Contributing to the national cultural policy debate

Key principles

Five key principles to guide the design of the new policy and new structures to achieve a more equitable settlement across England quickly and effectively.

  • Subsidiarity – taking decisions on the disposition of public funding at the right level
  • Sustainability and diversity – economic, environmental, social and cultural
  • Intrinsic and instrumental – celebrating these complementary not competing purposes for the public funding of arts and culture
  • Transparency – clear and accountable data on the sources of Lottery income and on visitors to and audience for major publicly funded cultural institutions
  • The distinctiveness of funds derived from the National Lottery – ethically different, distinct from and not to be used as a substitute for Treasury funding

Welcome

The Culture White Paper

Any overall Government Policy for Culture that has been a year in the making deserves serious evaluation. The Culture, Media and Sport Select Committee – whose 2014-15 Inquiry asked for this overall policy – would seem to be the right forum for such consideration. GPS Culture set out the benchmarks against which we thought it should be judged in ‘A Policy for the Arts and Culture in England. The Next Steps?’. The Select Committee recently announced its inquiry into ‘Countries of Culture’  and has invited submissions before 22nd April.

Jennie Lee’s White Paper challenged the core assumptions of the status quo, established a framework of policy and structure that lasted for over 30 years and achieved fundamental change for the good in partnership with local government for people, communities, cultural organisations, artists and all those actively engaged with the arts as participants across the country.

The Minister has claimed the mantle of Jennie Lee. He has set his own bar. It is a high one and his White Paper should be judged against it.

GPS Culture April 2016

Changes in local government and its leadership arrangements (particularly the emerging new combined authorities) and the imminent Culture White Paper make this the right moment for GPS Culture to set out two simple propositions for national, regional and local arts policies.

On February 5th 2016 GPS publishes its new report The Next Steps? – a contribution to debate on a new national policy for the arts and culture in England.

It is targeted at

  • local government - principally the leadership of emerging combined authorities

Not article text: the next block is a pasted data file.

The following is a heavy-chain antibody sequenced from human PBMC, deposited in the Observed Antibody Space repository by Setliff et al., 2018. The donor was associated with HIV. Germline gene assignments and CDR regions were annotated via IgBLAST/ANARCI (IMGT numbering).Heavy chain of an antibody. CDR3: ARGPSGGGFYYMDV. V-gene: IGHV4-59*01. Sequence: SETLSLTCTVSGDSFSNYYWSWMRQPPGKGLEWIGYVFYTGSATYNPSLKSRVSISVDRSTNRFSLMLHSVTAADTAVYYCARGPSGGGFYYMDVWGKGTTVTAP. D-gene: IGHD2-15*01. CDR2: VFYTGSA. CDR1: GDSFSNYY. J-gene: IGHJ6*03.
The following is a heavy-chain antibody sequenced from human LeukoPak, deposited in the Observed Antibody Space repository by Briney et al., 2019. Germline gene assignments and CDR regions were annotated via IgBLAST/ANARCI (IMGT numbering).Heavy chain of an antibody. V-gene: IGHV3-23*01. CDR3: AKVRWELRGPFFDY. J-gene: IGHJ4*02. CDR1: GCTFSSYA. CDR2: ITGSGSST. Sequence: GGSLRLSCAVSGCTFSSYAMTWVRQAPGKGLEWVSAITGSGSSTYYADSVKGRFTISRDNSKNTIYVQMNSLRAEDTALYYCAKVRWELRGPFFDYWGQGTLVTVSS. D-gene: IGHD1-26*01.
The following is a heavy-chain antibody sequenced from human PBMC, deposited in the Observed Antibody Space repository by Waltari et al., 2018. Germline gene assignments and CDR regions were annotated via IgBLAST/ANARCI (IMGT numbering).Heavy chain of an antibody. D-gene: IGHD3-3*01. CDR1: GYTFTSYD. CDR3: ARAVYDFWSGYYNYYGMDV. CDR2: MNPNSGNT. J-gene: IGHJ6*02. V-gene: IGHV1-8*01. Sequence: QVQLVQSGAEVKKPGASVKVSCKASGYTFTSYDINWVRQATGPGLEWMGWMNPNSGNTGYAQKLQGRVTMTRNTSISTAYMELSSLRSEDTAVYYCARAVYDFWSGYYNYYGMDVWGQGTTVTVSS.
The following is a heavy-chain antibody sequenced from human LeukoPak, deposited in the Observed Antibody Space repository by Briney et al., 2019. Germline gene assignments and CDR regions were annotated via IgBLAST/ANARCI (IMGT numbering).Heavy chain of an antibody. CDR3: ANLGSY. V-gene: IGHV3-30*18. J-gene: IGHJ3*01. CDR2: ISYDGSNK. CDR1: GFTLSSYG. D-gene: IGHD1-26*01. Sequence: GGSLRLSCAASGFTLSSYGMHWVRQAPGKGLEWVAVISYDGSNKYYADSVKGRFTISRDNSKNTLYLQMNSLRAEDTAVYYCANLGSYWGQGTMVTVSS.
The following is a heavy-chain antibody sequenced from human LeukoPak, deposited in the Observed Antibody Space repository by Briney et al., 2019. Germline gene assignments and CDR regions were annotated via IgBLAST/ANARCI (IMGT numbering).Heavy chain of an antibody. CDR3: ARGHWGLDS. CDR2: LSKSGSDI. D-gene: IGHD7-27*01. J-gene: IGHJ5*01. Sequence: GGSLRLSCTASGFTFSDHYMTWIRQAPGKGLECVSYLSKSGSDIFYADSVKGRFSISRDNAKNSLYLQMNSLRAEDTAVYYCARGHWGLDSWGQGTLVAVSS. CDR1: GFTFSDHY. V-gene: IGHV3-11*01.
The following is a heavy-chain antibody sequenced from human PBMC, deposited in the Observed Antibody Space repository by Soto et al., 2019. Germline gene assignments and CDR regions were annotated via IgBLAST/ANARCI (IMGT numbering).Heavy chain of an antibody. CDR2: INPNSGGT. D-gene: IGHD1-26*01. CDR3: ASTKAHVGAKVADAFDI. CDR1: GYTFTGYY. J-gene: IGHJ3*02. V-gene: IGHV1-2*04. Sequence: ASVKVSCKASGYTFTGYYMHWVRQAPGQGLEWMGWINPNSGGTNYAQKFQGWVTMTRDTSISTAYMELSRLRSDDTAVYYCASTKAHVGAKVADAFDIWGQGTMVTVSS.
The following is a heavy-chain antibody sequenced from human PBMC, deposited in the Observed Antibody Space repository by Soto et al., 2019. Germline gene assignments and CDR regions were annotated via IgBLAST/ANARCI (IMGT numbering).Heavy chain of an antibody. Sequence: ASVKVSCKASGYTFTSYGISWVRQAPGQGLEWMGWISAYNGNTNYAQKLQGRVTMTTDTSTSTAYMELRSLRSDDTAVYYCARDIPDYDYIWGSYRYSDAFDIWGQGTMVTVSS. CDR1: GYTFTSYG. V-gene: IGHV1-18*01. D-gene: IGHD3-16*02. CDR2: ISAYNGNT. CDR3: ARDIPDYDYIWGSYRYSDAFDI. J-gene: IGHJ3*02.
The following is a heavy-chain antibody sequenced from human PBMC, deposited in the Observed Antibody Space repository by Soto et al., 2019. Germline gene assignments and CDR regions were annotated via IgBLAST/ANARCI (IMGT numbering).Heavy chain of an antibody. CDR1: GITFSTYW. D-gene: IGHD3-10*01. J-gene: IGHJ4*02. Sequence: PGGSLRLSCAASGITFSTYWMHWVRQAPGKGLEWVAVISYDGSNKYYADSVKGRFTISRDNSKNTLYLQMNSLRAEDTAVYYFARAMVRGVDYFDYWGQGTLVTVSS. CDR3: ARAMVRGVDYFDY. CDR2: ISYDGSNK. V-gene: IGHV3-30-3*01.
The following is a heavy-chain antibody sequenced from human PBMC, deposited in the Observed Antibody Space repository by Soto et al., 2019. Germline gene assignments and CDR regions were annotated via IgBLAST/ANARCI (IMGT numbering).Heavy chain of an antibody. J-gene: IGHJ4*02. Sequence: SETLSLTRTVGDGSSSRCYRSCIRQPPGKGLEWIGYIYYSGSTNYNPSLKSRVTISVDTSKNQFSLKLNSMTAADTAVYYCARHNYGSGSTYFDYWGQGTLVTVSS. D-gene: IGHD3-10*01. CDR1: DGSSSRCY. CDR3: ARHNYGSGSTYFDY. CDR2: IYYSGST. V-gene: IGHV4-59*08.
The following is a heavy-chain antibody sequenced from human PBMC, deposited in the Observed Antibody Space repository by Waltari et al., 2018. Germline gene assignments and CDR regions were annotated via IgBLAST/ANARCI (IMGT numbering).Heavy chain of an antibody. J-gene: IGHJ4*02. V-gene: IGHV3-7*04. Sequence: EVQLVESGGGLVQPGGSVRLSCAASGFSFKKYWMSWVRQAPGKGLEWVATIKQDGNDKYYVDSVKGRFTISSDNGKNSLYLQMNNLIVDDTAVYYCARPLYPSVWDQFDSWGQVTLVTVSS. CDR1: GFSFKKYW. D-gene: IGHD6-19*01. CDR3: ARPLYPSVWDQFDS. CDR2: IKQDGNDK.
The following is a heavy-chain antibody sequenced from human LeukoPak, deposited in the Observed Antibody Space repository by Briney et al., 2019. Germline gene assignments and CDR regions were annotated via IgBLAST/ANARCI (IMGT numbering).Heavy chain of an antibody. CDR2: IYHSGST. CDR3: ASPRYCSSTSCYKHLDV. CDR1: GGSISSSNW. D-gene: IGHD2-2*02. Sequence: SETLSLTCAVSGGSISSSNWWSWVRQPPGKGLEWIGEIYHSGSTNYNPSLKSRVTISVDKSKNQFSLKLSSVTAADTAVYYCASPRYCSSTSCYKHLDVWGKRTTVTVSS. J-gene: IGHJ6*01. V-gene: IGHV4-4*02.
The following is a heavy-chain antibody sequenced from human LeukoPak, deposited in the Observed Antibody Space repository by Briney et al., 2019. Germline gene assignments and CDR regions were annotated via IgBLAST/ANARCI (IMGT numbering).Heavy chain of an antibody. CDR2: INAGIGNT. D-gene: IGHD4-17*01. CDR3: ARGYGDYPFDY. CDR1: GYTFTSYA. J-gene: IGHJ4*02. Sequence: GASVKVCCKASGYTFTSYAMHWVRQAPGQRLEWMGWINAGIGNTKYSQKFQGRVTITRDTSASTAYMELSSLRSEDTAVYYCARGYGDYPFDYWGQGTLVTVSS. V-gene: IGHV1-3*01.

• cultural organisations, in the arts, museums and libraries, based in their areas
  • everyone interested in contributing to future policy for the arts and culture in England.

Our ambition for this White Paper is that it should achieve both equity in access to opportunities for participation and learning locally and excellence in training, production and presentation for the arts and culture throughout England.


The Culture White Paper faces two principal challenges.

Fundamental change from the present imbalances between the capital and the rest of the country

The power to achieve this change is located in national government and - as the economy comes into balance – the funding required for new activity outside London should be found from taxation just  as it currently is for activity in the capital.

The potential of the arts and culture to play a leading role in supporting and enhancing individual and community wellbeing

Here the resources to achieve change can properly be found from the National Lottery and the power to design programmes and take decisions within them should be located below the national level.

The difference fully devolved Arts Lottery funding could make to the poorest communities in all regions would see many tens of millions of pounds able to be directed, gradually, intelligently and equitably with a clear priority for the poorest communities in the country.

Widening the analysis to all Lottery good causes

In a coda to the main report we suggest the wider applicability of our analysis to English National Lottery distributing bodies. Joint working between the distributors alongside local authorities, their agency partners, communities, citizens and users would help local government with its challenge of addressing individual and community wellbeing and aspiration despite its substantially reduced resources.

We might achieve ‘more for less’, as well as the joined-up mobilisation of sport, arts, heritage, and communities in meeting the needs of citizens.

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